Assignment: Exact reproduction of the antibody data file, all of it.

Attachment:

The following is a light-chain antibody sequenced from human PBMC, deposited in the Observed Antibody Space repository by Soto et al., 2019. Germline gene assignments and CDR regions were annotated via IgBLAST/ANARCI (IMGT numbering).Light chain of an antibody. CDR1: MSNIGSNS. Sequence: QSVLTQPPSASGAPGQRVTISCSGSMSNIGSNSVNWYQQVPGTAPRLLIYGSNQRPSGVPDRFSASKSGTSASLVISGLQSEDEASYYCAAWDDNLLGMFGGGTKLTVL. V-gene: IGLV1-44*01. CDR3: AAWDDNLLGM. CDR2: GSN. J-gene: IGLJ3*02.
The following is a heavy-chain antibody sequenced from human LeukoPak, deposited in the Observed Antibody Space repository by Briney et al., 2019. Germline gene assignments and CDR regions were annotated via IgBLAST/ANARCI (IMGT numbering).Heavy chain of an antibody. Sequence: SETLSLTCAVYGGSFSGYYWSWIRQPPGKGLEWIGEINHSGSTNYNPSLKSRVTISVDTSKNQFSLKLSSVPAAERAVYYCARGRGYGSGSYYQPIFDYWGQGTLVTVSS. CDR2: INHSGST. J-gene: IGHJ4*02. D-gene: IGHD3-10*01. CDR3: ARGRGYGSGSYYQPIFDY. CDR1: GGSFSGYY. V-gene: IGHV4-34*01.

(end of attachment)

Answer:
The following is a light-chain antibody sequenced from human PBMC, deposited in the Observed Antibody Space repository by Soto et al., 2019. Germline gene assignments and CDR regions were annotated via IgBLAST/ANARCI (IMGT numbering).Light chain of an antibody. CDR1: MSNIGSNS. Sequence: QSVLTQPPSASGAPGQRVTISCSGSMSNIGSNSVNWYQQVPGTAPRLLIYGSNQRPSGVPDRFSASKSGTSASLVISGLQSEDEASYYCAAWDDNLLGMFGGGTKLTVL. V-gene: IGLV1-44*01. CDR3: AAWDDNLLGM. CDR2: GSN. J-gene: IGLJ3*02.
The following is a heavy-chain antibody sequenced from human LeukoPak, deposited in the Observed Antibody Space repository by Briney et al., 2019. Germline gene assignments and CDR regions were annotated via IgBLAST/ANARCI (IMGT numbering).Heavy chain of an antibody. Sequence: SETLSLTCAVYGGSFSGYYWSWIRQPPGKGLEWIGEINHSGSTNYNPSLKSRVTISVDTSKNQFSLKLSSVPAAERAVYYCARGRGYGSGSYYQPIFDYWGQGTLVTVSS. CDR2: INHSGST. J-gene: IGHJ4*02. D-gene: IGHD3-10*01. CDR3: ARGRGYGSGSYYQPIFDY. CDR1: GGSFSGYY. V-gene: IGHV4-34*01.